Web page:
THEY’RE the men and women who run straight into the face of danger as everyone else runs away.
And it can’t be an easy job. Day-in-day out our police are confronted with the most dangerous, and volatile situations.
From domestic violence, to self-harm, armed offenders to crime involving kids – our officers see it all, and on a regular basis.
But it is heartening that these police, who go above and beyond the call of duty, are recognised and commended.
Assistant Commissioner Geoff McKechnie – the Western Region’s top cop – said the awards for service showed a “great mix of experience and youth” in the local ranks.
Some of the police were recognised for 10, 20 or 30 years in the job – a feat in itself in today’s ever changing society, let alone in one of the toughest jobs.
But it wasn’t just police, their families were also recognised. Young children, parents, wives, husbands and partners watched on at Wednesday’s service as Assistant Commissioner McKechnie acknowledged that the blue line also took a toll on those closest to officers.
He said everyday those families listed to the stories of their loved ones, and what they were confronted with, or had to endure as part of their shift.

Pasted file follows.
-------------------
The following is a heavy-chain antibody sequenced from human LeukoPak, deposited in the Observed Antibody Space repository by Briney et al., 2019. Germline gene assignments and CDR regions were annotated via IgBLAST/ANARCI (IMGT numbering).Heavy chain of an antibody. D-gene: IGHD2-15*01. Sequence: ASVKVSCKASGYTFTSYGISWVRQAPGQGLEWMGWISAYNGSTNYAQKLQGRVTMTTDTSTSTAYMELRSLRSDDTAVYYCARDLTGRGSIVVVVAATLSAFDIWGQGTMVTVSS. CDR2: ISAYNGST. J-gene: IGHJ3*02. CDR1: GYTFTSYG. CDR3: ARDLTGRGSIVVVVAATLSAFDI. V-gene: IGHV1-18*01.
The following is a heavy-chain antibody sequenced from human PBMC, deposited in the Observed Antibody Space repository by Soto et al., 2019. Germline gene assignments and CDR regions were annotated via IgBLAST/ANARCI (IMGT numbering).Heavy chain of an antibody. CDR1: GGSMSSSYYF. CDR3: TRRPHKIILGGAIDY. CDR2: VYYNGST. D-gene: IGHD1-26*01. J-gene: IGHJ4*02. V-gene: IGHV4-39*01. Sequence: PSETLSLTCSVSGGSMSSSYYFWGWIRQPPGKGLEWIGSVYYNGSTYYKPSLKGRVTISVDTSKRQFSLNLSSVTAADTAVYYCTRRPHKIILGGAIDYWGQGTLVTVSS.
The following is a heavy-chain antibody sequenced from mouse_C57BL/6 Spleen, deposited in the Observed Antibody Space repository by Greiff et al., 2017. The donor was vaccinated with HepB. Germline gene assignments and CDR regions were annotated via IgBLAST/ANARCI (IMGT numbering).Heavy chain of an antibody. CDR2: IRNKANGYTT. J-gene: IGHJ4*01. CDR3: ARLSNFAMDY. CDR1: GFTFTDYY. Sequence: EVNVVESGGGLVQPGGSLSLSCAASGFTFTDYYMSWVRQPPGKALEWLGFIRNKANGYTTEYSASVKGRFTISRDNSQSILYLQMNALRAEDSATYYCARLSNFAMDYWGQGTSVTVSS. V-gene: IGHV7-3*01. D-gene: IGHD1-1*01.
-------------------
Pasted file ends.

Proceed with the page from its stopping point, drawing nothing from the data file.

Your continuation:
Assistant Commissioner McKechnie conceded there were dangerous and volatile situations everyday, and country police are not immune. Some have paid the ultimate price, and the Tamworth community knows all too well, after the murder of one of its own in 2012 when Senior Constable David Rixon was gunned down during a routing traffic stop.
“[We know] we can go to work in the morning and not come home. So the day is about the families too.”
Victims and their families no doubt praise the police for their work, and many of us go to sleep at night knowing the thin blue line is policing the city, in a bid to keep our streets safe. But we as a community must be thankful that in our local ranks are men and women who put community safety above their own.
At the ceremony, we heard stories of officers tackling armed offenders, wrestling weapons from their hands. Or the officers who gave CPR to save a man’s life, or the cops who did everything they could to stop a man before he tried to torch a home.
While many of these police dismiss their actions as ‘ordinary’ or just ‘all part of the job’, they’re nothing short of extraordinary.